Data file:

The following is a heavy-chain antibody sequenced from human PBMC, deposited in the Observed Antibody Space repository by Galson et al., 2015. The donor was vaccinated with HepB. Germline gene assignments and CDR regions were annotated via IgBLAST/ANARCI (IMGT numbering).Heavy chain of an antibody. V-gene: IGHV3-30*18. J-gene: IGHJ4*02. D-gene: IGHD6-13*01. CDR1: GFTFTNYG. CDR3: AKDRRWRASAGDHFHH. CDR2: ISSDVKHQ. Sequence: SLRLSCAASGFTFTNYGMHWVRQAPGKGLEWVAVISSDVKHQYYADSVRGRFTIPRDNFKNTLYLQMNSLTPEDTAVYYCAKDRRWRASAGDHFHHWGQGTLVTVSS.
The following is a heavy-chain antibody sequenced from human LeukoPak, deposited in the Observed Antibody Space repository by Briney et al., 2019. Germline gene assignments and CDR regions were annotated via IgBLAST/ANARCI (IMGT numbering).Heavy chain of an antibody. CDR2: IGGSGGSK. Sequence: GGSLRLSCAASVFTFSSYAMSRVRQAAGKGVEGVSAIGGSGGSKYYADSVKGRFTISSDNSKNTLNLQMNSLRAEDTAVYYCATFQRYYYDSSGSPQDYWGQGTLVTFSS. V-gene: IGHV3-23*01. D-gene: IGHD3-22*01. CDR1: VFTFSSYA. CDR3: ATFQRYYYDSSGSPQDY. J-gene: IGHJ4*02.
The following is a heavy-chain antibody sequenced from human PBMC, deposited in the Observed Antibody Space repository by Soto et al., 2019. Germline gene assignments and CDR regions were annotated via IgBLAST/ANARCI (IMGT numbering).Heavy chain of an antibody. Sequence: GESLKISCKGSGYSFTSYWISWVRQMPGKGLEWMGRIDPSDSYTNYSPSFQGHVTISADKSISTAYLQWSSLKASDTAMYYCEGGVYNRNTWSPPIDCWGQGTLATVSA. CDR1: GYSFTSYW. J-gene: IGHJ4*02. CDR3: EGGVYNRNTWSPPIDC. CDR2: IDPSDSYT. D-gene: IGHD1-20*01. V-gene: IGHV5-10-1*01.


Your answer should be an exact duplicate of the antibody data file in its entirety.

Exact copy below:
The following is a heavy-chain antibody sequenced from human PBMC, deposited in the Observed Antibody Space repository by Galson et al., 2015. The donor was vaccinated with HepB. Germline gene assignments and CDR regions were annotated via IgBLAST/ANARCI (IMGT numbering).Heavy chain of an antibody. V-gene: IGHV3-30*18. J-gene: IGHJ4*02. D-gene: IGHD6-13*01. CDR1: GFTFTNYG. CDR3: AKDRRWRASAGDHFHH. CDR2: ISSDVKHQ. Sequence: SLRLSCAASGFTFTNYGMHWVRQAPGKGLEWVAVISSDVKHQYYADSVRGRFTIPRDNFKNTLYLQMNSLTPEDTAVYYCAKDRRWRASAGDHFHHWGQGTLVTVSS.
The following is a heavy-chain antibody sequenced from human LeukoPak, deposited in the Observed Antibody Space repository by Briney et al., 2019. Germline gene assignments and CDR regions were annotated via IgBLAST/ANARCI (IMGT numbering).Heavy chain of an antibody. CDR2: IGGSGGSK. Sequence: GGSLRLSCAASVFTFSSYAMSRVRQAAGKGVEGVSAIGGSGGSKYYADSVKGRFTISSDNSKNTLNLQMNSLRAEDTAVYYCATFQRYYYDSSGSPQDYWGQGTLVTFSS. V-gene: IGHV3-23*01. D-gene: IGHD3-22*01. CDR1: VFTFSSYA. CDR3: ATFQRYYYDSSGSPQDY. J-gene: IGHJ4*02.
The following is a heavy-chain antibody sequenced from human PBMC, deposited in the Observed Antibody Space repository by Soto et al., 2019. Germline gene assignments and CDR regions were annotated via IgBLAST/ANARCI (IMGT numbering).Heavy chain of an antibody. Sequence: GESLKISCKGSGYSFTSYWISWVRQMPGKGLEWMGRIDPSDSYTNYSPSFQGHVTISADKSISTAYLQWSSLKASDTAMYYCEGGVYNRNTWSPPIDCWGQGTLATVSA. CDR1: GYSFTSYW. J-gene: IGHJ4*02. CDR3: EGGVYNRNTWSPPIDC. CDR2: IDPSDSYT. D-gene: IGHD1-20*01. V-gene: IGHV5-10-1*01.